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My conflict problem. - Can you help me, please?

Discussion in 'Writing Discussions' started by Writer’s_Magic, May 23, 2018.

  1. I still plan my novel. And during this process, I notice something is missing. It’s the conflict! Of course, I looked at nownovel.com and writer’s edit.com. Well, I found an article on nownovel.com. There the author wrote about the genres and their conflicts. For example, my idea would have the “Personal vs. paranormal”-conflict. Because North gods are paranormal. So, I moved one step forward. But I didn’t move to step “Wow! I got a story plan” yet. So, could you help me to find more conflict (or ideas), please? Or better: Find the good conflict for the idea.
     
  2. goldhawk

    goldhawk Troubadour

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    When your read the news, what's pisses you off? That's your conflict. Write about what makes you angry. That's where you'll find the passion to make a good story.
     
    Orior and pmmg like this.
  3. goldhawkgoldhawk But when my character has to run away from furious North gods? What is my conflict here? And what’s the inner conflict of the character? How do I find it?
     
  4. psychotick

    psychotick Auror

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    Hi,

    Conflict doesn't necessarily mean fighting bad guys etc. Your guy's running away from I assume an unpleasant death. Isn'tthat conflict enough? Why does he need to have an inner conflict as well? Just go with that. Set your goals for the story as to how he keeps one step ahead of these angry Norse gods, and you can throw in other little snippets along the way. He wants to help a girl but he has to run away from the Norse gods - straight up moral choice type stuff.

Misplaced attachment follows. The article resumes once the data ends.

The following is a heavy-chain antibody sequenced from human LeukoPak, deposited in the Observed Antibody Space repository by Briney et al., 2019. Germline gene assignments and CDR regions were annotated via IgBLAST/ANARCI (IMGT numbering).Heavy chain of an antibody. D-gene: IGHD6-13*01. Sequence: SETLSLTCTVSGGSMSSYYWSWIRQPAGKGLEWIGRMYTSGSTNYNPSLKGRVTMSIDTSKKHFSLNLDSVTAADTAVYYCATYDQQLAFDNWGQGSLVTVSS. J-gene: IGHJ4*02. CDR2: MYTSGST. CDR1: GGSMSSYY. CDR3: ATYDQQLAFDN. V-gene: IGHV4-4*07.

Give me more of the plot and I can give you more choices.

    Cheers, Greg.
     
  5. psychotickpsychotick Well. Of course, you can choose one conflict. But the best novels, which are published in the last years, have at least two conflicts. For example, in the YA book(-series) Hunger Games Katniss must survive the games and start a revolution. In Divergent Tris start a revolution, too. But she falls in love with Four. And in Percy Jackson … well, do I really say more?
     
  6. goldhawk

    goldhawk Troubadour

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    All external conflict is about the protag dealing with injustice. Your protag does not have a conflict because you have not decided what injustice makes you the most angry.

    All internal conflict is about the protag having an identity crisis. The protag was living a life where they thought they knew who they were. They are now confronted with situations and emotions which shakes their belief. The internal conflict is about they finding a new self-image.

    It's hard to judge what would be the best conflict for your story. After all, it's your story. You need to answer some questions. Why are they running away? Were they falsely accused? Why run away; why not confront the gods? Or why not do a Loki and try to frame someone else? More to the point, what injustice has cause your protag to think running away is the best solution?

    As for the internal conflict, what does running away make your protag feel? Did they think themselves brave and are now ashamed of running? Or do they think themselves wise for running but your readers realize it is the worst thing they can do? (And you protag is about to find out why the hard way.)